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We need to talk about the gender pay gap


Erica Kinmond, an Associate at law firm Pinsent Masons, recently wrote a piece in Energy Voice about addressing the gender pay gap in the energy sector. Many businesses in the sector attribute their gender pay gap on recruitment challenges, i.e. a shortage of women being recruited into the sector, particularly for roles in STEM fields. But as Kinmond points out, this cannot be solely to blame as companies across the sector have gender pay gaps ranging from 5 – 50 per cent. 

That means that simply expanding the pipeline of women into the sector will not itself render pay equality.

Internal factors matter too: Organizations must take it upon themselves to address their working policies, operations and market approaches to understand how to address a pay gap. This work must be undertaken with a view to short-term, medium-term and long-term scenarios, taking into account current and projected talent pools.  

Notably the pay gap worsens after women switch to part-time work, a step often taken after childbirth. According to the Institute for Fiscal Studies, “a graduate who has worked full-time for seven years before having a child would, on average, see her hourly wage rise by a further 6% (over and above general wage inflation) as a result of continuing in full-time work for another year, but would see none of that wage progression if she switched to part-time work instead.” Minimizing this “motherhood penalty” through more inclusive flexible working and caretaking policies is imperative to achieve high talent retention and productivity rates.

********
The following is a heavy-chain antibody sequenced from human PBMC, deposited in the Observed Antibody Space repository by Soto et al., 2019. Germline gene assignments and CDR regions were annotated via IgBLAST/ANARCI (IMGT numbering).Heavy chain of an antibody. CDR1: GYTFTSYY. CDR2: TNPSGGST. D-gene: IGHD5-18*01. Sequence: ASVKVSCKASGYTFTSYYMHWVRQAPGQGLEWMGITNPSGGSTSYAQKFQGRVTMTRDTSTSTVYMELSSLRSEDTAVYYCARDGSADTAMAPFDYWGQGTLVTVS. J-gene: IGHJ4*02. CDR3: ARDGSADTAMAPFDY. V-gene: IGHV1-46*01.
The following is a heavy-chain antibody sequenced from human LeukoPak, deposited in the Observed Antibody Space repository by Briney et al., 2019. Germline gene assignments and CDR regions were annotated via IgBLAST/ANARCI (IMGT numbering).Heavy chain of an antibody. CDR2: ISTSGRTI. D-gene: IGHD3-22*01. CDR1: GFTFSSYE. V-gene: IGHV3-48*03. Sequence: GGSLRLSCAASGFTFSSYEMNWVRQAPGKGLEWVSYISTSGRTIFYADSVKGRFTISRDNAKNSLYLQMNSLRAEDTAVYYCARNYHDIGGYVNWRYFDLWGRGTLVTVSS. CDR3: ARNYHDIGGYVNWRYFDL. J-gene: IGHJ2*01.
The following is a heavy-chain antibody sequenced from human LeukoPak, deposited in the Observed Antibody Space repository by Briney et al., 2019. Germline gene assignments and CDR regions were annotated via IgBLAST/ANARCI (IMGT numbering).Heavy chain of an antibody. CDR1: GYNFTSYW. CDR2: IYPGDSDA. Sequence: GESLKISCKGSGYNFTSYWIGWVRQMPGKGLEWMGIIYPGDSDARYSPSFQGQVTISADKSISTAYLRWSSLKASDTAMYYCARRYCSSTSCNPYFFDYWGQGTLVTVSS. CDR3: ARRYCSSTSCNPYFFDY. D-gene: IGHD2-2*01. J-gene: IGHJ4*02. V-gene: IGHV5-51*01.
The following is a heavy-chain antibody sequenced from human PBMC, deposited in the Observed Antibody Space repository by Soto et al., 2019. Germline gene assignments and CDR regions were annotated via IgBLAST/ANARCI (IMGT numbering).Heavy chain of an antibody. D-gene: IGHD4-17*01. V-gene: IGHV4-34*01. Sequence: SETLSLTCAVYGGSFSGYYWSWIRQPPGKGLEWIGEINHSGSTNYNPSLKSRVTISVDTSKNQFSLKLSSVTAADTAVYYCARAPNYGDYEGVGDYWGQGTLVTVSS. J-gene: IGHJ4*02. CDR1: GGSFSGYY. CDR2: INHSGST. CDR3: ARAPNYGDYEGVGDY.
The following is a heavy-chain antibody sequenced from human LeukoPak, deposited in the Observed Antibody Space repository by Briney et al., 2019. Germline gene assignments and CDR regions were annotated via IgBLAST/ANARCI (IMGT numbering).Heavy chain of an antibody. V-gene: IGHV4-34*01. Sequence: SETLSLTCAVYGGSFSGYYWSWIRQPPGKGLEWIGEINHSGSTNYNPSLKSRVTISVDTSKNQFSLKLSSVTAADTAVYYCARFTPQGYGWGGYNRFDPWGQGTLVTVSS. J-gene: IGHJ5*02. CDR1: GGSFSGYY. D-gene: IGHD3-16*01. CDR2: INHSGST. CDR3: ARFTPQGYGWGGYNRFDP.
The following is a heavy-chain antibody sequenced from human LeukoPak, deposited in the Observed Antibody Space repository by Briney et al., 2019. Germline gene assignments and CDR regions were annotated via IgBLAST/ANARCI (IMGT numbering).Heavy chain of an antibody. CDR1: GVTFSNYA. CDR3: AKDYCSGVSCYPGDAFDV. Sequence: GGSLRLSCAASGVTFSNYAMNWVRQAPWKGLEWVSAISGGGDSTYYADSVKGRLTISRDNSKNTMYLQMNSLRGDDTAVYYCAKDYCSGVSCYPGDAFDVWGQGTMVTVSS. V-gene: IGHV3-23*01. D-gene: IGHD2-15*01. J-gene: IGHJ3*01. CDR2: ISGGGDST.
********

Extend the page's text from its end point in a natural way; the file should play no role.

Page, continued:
What to do?

The UK, which has recently made gender-disaggregated compensation reporting mandatory for companies with 250 and more employees (with all data made publicly available), has published a brief guideline for organizations undertaking such an assessment.

Harvard Business Review has also published a few do’s and don’t’s when it comes to companies fixing a gender pay gap, looking at which policies succeed and which ones create more problems.

If you have any other helpful resources on gender pay gap solutions, please let us know at 

On the Blog

The energy transition must be gender-equitable

As the Global Wind Energy Council (GWEC) and the Global Women’s Network for the Energy Transition bring women working in the wind industry in emerging markets to Europe to encourage action on the Sustainable Development Goals, GWEC’s Joyce Lee explains why the energy transition will only be successful if women are able to fully participate.

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